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European conquest and colonization on Amerindian systems of knowledge

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What are some of the philosophies that influenced Latin America? In what way did they impact the cultures of Latin America?
What contributions to society did folk and elite caudillos bring to Latin American society?
What impact did the encroachment of Europeans have upon the New World?

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Latin America
Marcos Cueto and Jorge Ca?izares Esguerra

As the first colonial outpost of the early-modern European world, Latin America has long witnessed complex processes of cultural cross-pollination, suppression, and adaptation. Beginning in the fifteenth century, millenarian Amerindian civilizations, heirs to rich local "scientific" traditions, seemingly gave way to European institutions of learning and to new dominant forms of representing the natural world. What happened to the earlier modes of learning? How do subordinate cultures resist and adapt to new forms of knowledge? Latin America has long been a laboratory where the "West" has sought to domesticate and civilize "non-Western" forms of Amerindian and African knowledge.

Given Latin America's rich history of cultural adaptations, suppressions, and hybridizations, it cannot be labeled non-Western without serious qualifications. From the fifteenth century, Western modes and styles of apprehending the natural world have influenced all learned elite institutions in the region. Latin America has witnessed different periods of Western scientific dominance; Iberian, French, British, German and USA scientific traditions and institutions have left indelible marks.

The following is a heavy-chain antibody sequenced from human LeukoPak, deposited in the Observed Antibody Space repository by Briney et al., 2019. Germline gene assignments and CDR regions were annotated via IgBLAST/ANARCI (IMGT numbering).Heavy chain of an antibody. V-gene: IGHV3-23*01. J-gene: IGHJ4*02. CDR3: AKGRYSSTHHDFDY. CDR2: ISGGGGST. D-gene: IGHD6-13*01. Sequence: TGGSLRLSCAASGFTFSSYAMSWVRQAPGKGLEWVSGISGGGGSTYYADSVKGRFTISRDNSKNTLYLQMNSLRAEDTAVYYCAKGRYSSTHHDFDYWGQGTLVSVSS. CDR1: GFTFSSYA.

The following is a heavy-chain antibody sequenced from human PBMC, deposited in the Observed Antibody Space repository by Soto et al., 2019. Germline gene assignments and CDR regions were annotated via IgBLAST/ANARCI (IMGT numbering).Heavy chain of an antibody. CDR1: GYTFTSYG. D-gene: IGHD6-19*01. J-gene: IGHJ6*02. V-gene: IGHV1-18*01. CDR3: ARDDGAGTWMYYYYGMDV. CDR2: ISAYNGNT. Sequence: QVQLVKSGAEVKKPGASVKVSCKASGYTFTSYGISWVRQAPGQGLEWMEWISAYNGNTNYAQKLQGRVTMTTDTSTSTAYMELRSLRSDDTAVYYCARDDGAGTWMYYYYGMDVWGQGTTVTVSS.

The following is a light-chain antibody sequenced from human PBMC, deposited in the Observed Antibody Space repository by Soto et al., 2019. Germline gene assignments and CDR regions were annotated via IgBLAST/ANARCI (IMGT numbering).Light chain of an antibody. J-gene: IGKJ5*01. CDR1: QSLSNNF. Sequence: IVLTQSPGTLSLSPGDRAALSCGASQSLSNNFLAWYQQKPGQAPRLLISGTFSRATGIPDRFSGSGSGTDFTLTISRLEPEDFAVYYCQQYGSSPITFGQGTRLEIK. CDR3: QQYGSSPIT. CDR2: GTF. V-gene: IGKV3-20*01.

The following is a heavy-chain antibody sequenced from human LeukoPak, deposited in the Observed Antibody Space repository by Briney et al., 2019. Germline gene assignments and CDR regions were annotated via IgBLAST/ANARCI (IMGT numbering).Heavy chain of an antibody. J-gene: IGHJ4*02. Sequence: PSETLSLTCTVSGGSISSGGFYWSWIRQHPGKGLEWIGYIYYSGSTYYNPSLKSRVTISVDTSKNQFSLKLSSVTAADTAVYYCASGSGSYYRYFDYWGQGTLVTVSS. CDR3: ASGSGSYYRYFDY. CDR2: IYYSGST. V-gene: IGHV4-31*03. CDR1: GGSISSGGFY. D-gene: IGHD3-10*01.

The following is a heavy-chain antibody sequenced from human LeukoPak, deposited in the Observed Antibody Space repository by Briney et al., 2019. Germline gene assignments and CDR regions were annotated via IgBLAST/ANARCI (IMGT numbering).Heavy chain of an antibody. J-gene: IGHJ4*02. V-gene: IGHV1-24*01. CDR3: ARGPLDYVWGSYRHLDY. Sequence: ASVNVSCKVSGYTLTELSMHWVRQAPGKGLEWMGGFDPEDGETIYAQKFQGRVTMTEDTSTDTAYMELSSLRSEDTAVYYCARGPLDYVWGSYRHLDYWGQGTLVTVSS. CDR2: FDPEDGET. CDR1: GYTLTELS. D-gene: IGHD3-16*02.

Many scholars have attempted to account for the diffusion of Western scientific knowledge in Latin America and the Third World. Negative interpretations have overemphasized Latin America's passivity and patterns of cultural and economic dependency to explain the region's stunted scientific development. They have also used the history of science in Latin America as a foil for the technological and scientific successes of the West--identifying conditions that have purportedly made scientific and technological successes possible in other parts of the world (e.g., the Reformation and vigorous industrial development).